“Medieval Weaponry”

Over at Medieval Wall, there is a great post about the weapons of the Medieval time periods.  Here is a taste.

 

“By the downfall of the Roman Empire, so vanished its disciplined military organization, which was replaced in Europe by immigrant armies. Their military campaigns were participated by entire nations, which included all the layers of society. After settling in their newly conquered lands, they gradually lose their belligerence, turning more to sedentary lifestyle, mainly agriculture. Warfare remains only among the narrow circle of nobility, future knights. Infantry loses its significance, and the primary focus is passed onto the knights horsemen. They were mostly armed with cold weapons (spear, sword, battle axe…), and were protected by armor. Infantry was used as backup and mainly armed with bows. Throughout the entire Middle Ages the cavalry was predominant, only during the Hundred Years’ War (1337-1453) the infantry, armed with bows and arrows, becomes increasingly significant, and some time later the Swiss footmen equipped with close combat weapons (spears, halberds) will have become extremely efficient soldiers.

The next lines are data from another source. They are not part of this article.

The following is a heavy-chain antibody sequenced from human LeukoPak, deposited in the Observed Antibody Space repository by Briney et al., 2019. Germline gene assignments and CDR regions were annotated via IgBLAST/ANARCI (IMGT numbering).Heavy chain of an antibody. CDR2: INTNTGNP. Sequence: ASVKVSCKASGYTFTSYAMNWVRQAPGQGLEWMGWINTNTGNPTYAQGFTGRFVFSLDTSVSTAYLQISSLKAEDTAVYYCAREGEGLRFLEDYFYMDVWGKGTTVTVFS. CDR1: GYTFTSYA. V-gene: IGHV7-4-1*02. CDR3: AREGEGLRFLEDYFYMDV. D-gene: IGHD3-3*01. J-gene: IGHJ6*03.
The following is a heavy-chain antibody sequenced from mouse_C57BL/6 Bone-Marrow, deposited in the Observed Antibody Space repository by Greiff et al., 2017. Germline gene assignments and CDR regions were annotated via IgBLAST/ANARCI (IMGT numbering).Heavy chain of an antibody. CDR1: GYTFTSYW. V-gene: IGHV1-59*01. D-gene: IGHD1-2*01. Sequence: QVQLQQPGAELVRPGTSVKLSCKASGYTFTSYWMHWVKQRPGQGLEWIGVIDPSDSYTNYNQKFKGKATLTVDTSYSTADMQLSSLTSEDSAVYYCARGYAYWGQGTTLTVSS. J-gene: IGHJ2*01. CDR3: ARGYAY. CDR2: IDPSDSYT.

The territories of Europe didn’t use the same weaponry. The Slavs were in shortage of iron, so they preferred ranged weapons. That is why Charlemagne banned selling weapons to Slavs and Avars. Later, other bans are introduced on a social level as well. I.e. Frederick I Barbarossa (cca. 1122-1190) banned carrying or possession of weapons (spear or sword) to peasants. Travelling merchants were allowed to carry weapons, in order to defend themselves from robbers, but they weren’t allowed to carry them „in a knightly manner“, on their body, only attached to the saddle or inside the wagon. It was, in any way, harder for the lower classes to get a hold of weapons, since they were exceptionally expensive. For example, it is a known fact that in Charlemagne’s time a sword cost seven cows, and a spear two.

Read the entire article here.

-Phil

Advertisements
About

Christian, Lover of History, Aspiring Teacher

Tagged with: ,
Posted in Medieval History, Thoughts from Other Historians

Leave a Reply

Fill in your details below or click an icon to log in:

WordPress.com Logo

You are commenting using your WordPress.com account. Log Out / Change )

Twitter picture

You are commenting using your Twitter account. Log Out / Change )

Facebook photo

You are commenting using your Facebook account. Log Out / Change )

Google+ photo

You are commenting using your Google+ account. Log Out / Change )

Connecting to %s

Enter your email address to follow this blog and receive notifications of new posts by email.

Follow Reckless Historians on WordPress.com
%d bloggers like this: